I love writing about all topics except myself.
People who meet me are surprised to learn I'm an extreme introvert masquerading as an extrovert who is more comfortable reading a book at home than going to a party in front of dozens or hundreds of people. I love one-on-one chats, not grand speeches.
So when I was told I needed to "open up" and create an "about the author" section of my website, you understand such a topic is a bit out of my comfort zone.
Like most writers, I've been creative writing since grade school. My second-grade teacher gave us the assignment to write anything we wanted, so I readily took the opportunity to write a fantasy story about a young boy who found a tiny monster living in his neighborhood. When adults told me it was good and creative, I was hooked. I continued creating worlds and adventures through short stories and even role-playing games.
I never really wanted to be anything else other than a writer, but the world has a way of forcing us to put our dreams on the backburner. I've had jobs in construction, shipping and receiving, and retail. When I finished earning two degrees, I worked in graphic design, public relations, journalism and other forms of media as well as teaching. All the while, I kept piling up thousands of words in unpublished manuscripts by writing whenever I could--mostly from 4 to 6 a.m. when the rest of the world slept. I submitted manuscripts and received a few close calls, but mostly added to my collection of rejection slips. I always thought there'd be more time.
And then a couple of things changed (cue epic music here).
I had been a mentor in a program like Big Brothers, Big Sisters called Mentor Me North Georgia. Soon after we were matched in 2010, I made a promise to my little brother who was 11 at the time when I noticed he wasn't reading as I did at his age (all he loved at the time was video games). I asked him if I wrote a book for him, would he read it? He said he would, so I promised him I'd write him a novel and went home daydreaming about the possibilities...
At roughly the same time, my best friend from childhood lost his father. The death took us all by complete surprise. As anyone who has been through something like this knows, you feel helpless. I felt there was nothing I could do for my friend. I took it upon myself to find a way to help him cope with the loss the best I could. We had created a role-playing game as kids and called it "Star Runners." Again, I started daydreaming about the possibilities...
These two events, mentoring and the passing of my best friend's father, led to writing the first book in the Star Runners Universe. As I had in the past, I woke up every day at 4 a.m. for months. Something was different this time, however. I felt propelled, driven. I wanted the book to be fun and lighthearted for two people who mean a great deal to me. They were my only audience. I kept the book a secret and piled up the words. The universe grew, adding more ideas and worlds I could save for a future book to entertain my friend and little brother.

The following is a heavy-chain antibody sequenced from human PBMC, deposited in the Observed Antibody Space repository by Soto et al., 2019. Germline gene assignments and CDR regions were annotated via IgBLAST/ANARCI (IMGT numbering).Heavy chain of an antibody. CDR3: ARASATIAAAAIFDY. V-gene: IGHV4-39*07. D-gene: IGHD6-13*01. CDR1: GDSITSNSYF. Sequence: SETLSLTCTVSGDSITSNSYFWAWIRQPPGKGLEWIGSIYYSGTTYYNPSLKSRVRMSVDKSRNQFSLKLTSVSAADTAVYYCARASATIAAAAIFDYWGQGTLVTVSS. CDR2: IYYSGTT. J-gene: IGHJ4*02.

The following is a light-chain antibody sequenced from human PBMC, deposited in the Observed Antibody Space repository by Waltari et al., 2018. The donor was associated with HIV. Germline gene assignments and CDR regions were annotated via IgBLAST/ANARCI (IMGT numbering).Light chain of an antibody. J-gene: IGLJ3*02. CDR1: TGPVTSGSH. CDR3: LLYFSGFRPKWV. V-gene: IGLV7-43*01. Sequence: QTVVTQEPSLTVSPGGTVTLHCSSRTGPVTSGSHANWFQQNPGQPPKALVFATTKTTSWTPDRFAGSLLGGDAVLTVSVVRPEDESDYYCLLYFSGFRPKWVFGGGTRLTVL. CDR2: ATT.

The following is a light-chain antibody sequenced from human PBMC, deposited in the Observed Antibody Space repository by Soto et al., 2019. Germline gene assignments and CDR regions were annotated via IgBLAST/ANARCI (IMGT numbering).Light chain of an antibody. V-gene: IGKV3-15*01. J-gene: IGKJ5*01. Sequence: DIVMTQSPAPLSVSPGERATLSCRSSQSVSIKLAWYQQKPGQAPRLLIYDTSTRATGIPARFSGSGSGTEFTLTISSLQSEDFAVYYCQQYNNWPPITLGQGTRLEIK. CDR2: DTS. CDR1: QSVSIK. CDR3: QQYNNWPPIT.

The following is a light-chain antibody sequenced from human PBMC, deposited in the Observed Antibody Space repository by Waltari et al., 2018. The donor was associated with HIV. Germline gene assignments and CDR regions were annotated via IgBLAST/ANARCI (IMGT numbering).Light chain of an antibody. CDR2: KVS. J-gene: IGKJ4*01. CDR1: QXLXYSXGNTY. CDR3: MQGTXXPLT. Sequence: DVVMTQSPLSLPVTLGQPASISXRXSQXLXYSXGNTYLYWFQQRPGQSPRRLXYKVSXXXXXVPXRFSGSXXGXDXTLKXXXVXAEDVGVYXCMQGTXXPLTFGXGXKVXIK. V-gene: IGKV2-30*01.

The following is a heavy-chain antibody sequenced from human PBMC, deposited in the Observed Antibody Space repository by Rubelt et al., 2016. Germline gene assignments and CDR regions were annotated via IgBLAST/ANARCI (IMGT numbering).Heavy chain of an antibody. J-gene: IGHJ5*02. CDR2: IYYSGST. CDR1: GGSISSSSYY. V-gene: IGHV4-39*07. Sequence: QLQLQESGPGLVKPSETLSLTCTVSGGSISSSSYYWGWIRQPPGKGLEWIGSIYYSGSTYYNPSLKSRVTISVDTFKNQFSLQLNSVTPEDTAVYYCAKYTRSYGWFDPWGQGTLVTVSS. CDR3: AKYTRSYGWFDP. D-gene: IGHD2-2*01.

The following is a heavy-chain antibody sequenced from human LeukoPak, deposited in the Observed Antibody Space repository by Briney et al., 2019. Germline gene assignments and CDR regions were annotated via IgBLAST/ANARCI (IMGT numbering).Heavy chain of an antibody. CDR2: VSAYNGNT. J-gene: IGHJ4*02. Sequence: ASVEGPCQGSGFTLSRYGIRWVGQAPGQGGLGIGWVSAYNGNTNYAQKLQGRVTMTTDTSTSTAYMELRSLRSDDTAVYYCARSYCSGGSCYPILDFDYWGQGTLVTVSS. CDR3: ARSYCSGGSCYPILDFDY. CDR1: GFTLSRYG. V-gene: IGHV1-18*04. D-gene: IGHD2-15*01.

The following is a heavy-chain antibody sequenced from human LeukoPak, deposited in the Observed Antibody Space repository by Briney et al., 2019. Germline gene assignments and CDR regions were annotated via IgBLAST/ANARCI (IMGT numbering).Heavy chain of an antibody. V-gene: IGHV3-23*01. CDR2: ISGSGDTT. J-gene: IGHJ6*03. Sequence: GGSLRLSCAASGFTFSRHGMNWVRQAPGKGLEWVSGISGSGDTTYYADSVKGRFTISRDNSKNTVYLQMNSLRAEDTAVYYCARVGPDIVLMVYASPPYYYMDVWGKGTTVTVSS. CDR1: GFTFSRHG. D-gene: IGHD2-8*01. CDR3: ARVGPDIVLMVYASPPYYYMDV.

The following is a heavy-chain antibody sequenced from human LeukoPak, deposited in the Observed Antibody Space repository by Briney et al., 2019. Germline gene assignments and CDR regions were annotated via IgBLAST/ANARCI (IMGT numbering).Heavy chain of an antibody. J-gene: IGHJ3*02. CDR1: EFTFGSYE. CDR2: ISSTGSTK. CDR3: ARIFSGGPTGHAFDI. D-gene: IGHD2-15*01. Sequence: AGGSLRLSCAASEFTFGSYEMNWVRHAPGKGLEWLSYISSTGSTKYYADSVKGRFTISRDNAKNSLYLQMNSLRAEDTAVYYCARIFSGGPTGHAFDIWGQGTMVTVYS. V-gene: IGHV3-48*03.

I finished the first draft, edited it, and handed it to my wife. I was terrified, worried she would think I was crazy for wasting all this time on a young adult book. Surprisingly, she loved it (of course, I realized she probably wouldn't have the heart to tell me otherwise).
So I gave it to my best friend, told him I wrote it for him when I didn't know how else to help him cope with the passing of his father. He liked the book, too, said it helped him on a long flight. Most importantly, he said it made him smile.
Both my wife and friend said it should be published. At first, I said this was just for a couple of people. They insisted, so I sent the manuscript off.
I submitted the book to a few traditional publishers in 2014, but all passed. I continued writing, starting on books two and three of the universe. Meanwhile, I just kept submitting the first manuscript, convinced I would eventually get a bite.
In the summer of 2014, I realized my little brother was getting older. I worried he would think I had lied to him or hadn't fulfilled my promise. I panicked. How would I publish this book?
And then my beautiful dog of nearly 14 years passed away in September 2014. We were devastated. I felt lost and genuinely impacted by how fragile life is. I suddenly felt time--and the chance to make good on my promise--was passing.
The same week my dog passed away I discovered "The Creative Penn" podcast by Joanna Penn. She changed my life and gave me a new direction, challenging me to publish the book myself and not wait the agonizing months for an answer from traditional publishers.
I went for it. Following every morsel of advice from Joanna, I readied the book for a Christmas release in 2014 and showed it to my little brother. He was so happy. I can still remember the expression on his face when he saw the cover for the first time. I felt like I had proven to him there are people in the world who keep their promises.
I thought that was the end of the story.
And then the book sold.
It sold more copies than I ever thought possible. In early 2015, "Star Runners" had climbed into the top 300 of books on Amazon. It was a dream come true (it still feels unreal).
Well, there you have it. It's been a rollercoaster ride since the first book came out, but it has been one of the most significant experiences of my life. I will keep writing and keep telling stories to make you smile or perhaps escape the real world for a little while.
If I can ever answer any questions for you or you'd just like to chat about books in general, please drop me a line or follow me on social media. For now, I'll see you out in the stars.
And, of course, stay frosty!
- L.E. Thomas